"The tragic reality is that very few sustainable systems are designed or applied by those who hold power, and the reason for this is obvious and simple: to let people arrange their own food, energy and shelter is to lose economic and political control over them. We should cease to look to power structures, hierarchical systems, or governments to help us, and devise ways to help ourselves." - Bill Mollison

Monday, January 19, 2009

The Beginning Of Anything

We ordered seeds early this year. I was afraid if the economy worsened there might be a run on seeds. Actually I bought enough for next year also...just in case. Is anyone else nervous about this?


I narrowed my choices down to three companies, Fedco, Baker Creek Heirloom, and Ed Hume. This was done from past experience regarding quality, quantity, and price. These three companies normally meet all those standards. Baker Creek and Ed Hume seeds arrived within days of ordering, both came in good packaging and the full order arrived. Fedco seeds arrived on time and were shipped in proper packaging. The package that items are shipped in is very important when you live in Idaho and sometimes find your deliveries buried in the snow. Anyway, I was not at all pleased with Fedco's individual seed packets this year. Some of the seeds had dribbled out of their packets into the bottom of the shipping box and some of the items were back ordered...not pleased at all.

We save more and more of our seeds every year but are still at the mercy of seed companies for some. Most are stored in various plastic and glass containers. I find that salad dressing bottles work well but we do save a large amount of seed. Small containers such as pill and vitamin bottles or even envelopes work good for lesser amounts. Tomato seeds are dried on small screens and then stored in individual envelopes. I don't ferment them as mine seem to last longer if the outer coating is left on the seeds and they dry more naturally.

Saved seed is kept in a cool back room in various containers that I keep in well marked boxes and totes so that they are readily available.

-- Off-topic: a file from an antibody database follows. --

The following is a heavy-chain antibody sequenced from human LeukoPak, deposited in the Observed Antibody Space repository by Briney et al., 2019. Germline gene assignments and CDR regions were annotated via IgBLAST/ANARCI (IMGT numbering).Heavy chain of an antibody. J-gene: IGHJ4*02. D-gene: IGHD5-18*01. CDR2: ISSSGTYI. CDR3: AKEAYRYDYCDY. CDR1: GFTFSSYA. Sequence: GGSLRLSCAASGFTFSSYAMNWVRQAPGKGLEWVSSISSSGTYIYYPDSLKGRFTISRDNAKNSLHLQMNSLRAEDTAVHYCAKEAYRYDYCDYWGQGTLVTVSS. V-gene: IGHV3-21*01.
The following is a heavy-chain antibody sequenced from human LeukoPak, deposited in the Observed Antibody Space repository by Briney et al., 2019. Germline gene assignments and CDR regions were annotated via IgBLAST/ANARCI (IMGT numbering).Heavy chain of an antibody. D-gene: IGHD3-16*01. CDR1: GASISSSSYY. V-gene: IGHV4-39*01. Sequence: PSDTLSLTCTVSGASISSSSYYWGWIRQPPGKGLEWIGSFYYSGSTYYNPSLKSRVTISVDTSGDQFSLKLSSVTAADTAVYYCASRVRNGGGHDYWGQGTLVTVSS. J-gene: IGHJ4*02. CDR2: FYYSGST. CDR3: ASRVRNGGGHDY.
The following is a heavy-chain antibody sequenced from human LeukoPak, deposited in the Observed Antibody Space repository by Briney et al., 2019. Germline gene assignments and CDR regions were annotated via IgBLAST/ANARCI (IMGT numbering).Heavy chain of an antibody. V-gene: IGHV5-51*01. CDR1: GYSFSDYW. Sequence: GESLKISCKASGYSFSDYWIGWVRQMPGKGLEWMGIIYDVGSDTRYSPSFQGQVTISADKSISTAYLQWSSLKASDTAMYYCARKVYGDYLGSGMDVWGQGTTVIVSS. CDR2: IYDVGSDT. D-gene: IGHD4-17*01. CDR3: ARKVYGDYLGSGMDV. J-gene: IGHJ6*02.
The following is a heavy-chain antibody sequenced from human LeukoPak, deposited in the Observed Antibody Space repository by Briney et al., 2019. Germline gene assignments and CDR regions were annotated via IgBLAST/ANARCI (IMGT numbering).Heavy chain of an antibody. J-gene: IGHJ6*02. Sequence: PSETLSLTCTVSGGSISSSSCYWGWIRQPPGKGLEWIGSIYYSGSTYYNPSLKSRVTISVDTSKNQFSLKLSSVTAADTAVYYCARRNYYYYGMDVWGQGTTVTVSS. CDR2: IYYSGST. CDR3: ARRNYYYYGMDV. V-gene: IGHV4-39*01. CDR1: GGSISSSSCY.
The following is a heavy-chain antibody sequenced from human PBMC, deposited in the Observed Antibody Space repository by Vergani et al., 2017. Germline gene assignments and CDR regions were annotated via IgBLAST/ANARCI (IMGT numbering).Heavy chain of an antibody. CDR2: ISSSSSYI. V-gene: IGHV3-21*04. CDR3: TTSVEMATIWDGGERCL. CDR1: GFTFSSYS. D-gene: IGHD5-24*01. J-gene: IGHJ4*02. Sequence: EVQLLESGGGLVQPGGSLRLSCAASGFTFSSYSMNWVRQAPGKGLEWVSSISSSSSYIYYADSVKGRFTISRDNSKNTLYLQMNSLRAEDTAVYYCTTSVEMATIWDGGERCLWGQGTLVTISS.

I won't go into details on how to save seed here as this subject can be quite complex or very simple depending upon what seeds are being saved and a variety of other conditions and factors. A good book for this information is "Seed to Seed" by Suzanne Ashworth and Kent Whealy. Or you can go to one of the best free online seed saving documents I have come across at http://cityfarmer.org/Neighborgardens.html and click on "Saving Vegetable Seeds In An Urban Garden" for a 32 page document on the subject.

One thing I have noticed is that the longer we save certain seeds the better they seem to adapt to our particular environment. For example, my Black Krim tomatoes have become one of my earliest varieties and also one of the last harvested in the fall. When I received my first black Krim tomato plant many years ago (thanks Dorothy) it was a mid season tomato susceptible to blight in the fall...not anymore.

The biggest and a rather unexpected benefit of letting things go to seed has been all the kale, mustard, strawberry spinach, sunflowers, boc choy and others that come up on their own all over the garden. We have not had to plant red mustard or purslane in years.

Below is a red lettuce who's name has been long forgotten but comes up every year all over the garden, as long we allow for it's full life cycle to be completed.